McBroom grew up in Goldston, where his family didn’t have much money or land. After graduating from Chatham Central as valedictorian of his class, he left for UNC-Chapel Hill. But family responsibilities soon behooved him to find a job.

“My grandma raised me,” McBroom said. “She was getting older, and really needed me to contribute at home.”

Ben & Jerry’s on Franklin St., near UNC’s campus, was hiring and McBroom couldn’t resist.

“When I was applying, they said if you get hired, not only do you get paid, make some tips, but you’ll get a free milkshake every shift that you work,” he said. “So, I signed up immediately.”

McBroom fell in love with the company and its principles of community engagement and philanthropy. By the time he was ready to graduate, he’d resolved to buy the franchise location.

“I ended up becoming the youngest owner-operator in the company’s history when I was a graduating senior at UNC.”

Now he owns eight Ben & Jerry’s locations across the southeastern United States.

The mental health specialist

Like McBroom, Ashleigh Glover grew up in Chatham County. But the course of her life started long before her birth.

“My story starts about three years before I was born,” Glover said. “My mother lost her twin brother in a car accident. Subsequent to that, she lost five family members in a house fire. A year later, she was at her grandfather’s funeral and her dad had a heart attack and died.”

That was in 1988. In 1989, Glover’s mother met her father, and circumstances worsened.

“She had me, and her life began to spiral downhill,” Glover said. “She left me and my father when I was 3 years old. She started drinking heavily — alcohol was her substance of choice.”

Nine years later, she died from sorosis of the liver.

“My mother never had any healthcare,” Glover said. “She never had any mental health; she never had any therapy; she never went to counseling.”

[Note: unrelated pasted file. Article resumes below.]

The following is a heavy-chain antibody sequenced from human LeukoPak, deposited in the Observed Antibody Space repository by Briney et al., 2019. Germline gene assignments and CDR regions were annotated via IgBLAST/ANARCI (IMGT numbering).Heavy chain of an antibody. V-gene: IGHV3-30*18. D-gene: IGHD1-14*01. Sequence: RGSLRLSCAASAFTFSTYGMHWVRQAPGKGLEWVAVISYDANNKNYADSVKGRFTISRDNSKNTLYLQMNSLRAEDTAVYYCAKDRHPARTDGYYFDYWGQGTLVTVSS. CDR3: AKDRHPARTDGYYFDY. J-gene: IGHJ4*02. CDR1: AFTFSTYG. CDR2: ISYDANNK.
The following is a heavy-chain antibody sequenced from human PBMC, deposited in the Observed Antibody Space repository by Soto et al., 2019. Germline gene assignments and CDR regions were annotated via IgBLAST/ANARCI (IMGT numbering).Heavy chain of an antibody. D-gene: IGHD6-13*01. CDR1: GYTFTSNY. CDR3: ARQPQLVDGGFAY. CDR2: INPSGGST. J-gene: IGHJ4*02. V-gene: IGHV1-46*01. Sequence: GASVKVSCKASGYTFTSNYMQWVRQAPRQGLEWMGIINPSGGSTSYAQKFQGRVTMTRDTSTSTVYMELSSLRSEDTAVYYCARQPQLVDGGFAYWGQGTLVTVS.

When Glover was 13, her father remarried.

“My step-mother beat me,” she said, “and CPS (child protective services) missed it.”

At 16, Glover dropped out of high school. But she always intended to complete her education when circumstances allowed. Eventually she earned a GED and gained entrance to Central Carolina Community College.

Now, Glover has a Master’s degree in clinical health counseling from Campbell University and she operates Chatham Counseling and Wellness “to provide counseling services to the people of Chatham County.”

Different paths, but a shared passion

Entrepreneurship is an ambiguous pursuit. As Chamber President Cindy Poindexter put it, an entrepreneur’s journey comes with “many twists, turns and, yes, stumbles.”

But all successful business people have a dogged refusal to concede failure and a passion to fight through challenges. Those qualities are what connect Esnard, McBroom and Glover despite dissimilar backgrounds and career decisions.

“I find that entrepreneurial magic happens at the intersection of passion and what you’re actually pretty good at and what you can command some value for,” McBroom said.

The business venture that meets those criteria will vary between individuals.

“Find what’s out there for you,” Glover said.

Now may be the perfect time for it, the panelists agreed, when many have lost their jobs and are stuck at home.

“Navigating through the pandemic has shifted a lot of mindsets on entrepreneurship,” Esnard said. “... How I would navigate through the pandemic would be to put away the thought of just working for somebody and just being part of that normal, everyday wheel doing the same thing. Now we have to start thinking about addressing our problems.”

Finding solutions to one’s problems and monetizing them can seem overwhelming, Esnard conceded. But he has a solution: write everything down.

“Literally document all your problems and your complaints,” he said.

Then take steps to address them.

“In the spirit of what Josh was saying,” McBroom said, “when this pandemic started, I really embraced the wisdom of Winston Churchill. He said, in times of crisis, ‘bad companies fail, good companies survive but great companies improve.’”

In principle, the admonition applies even to budding entrepreneurial pursuits.

“It’s just about perseverance, you know,” Esnard said. “Keep trying. Solve your problems, and come up with a solution.”

Reporter D. Lars Dolder can be reached at and on Twitter @dldolder.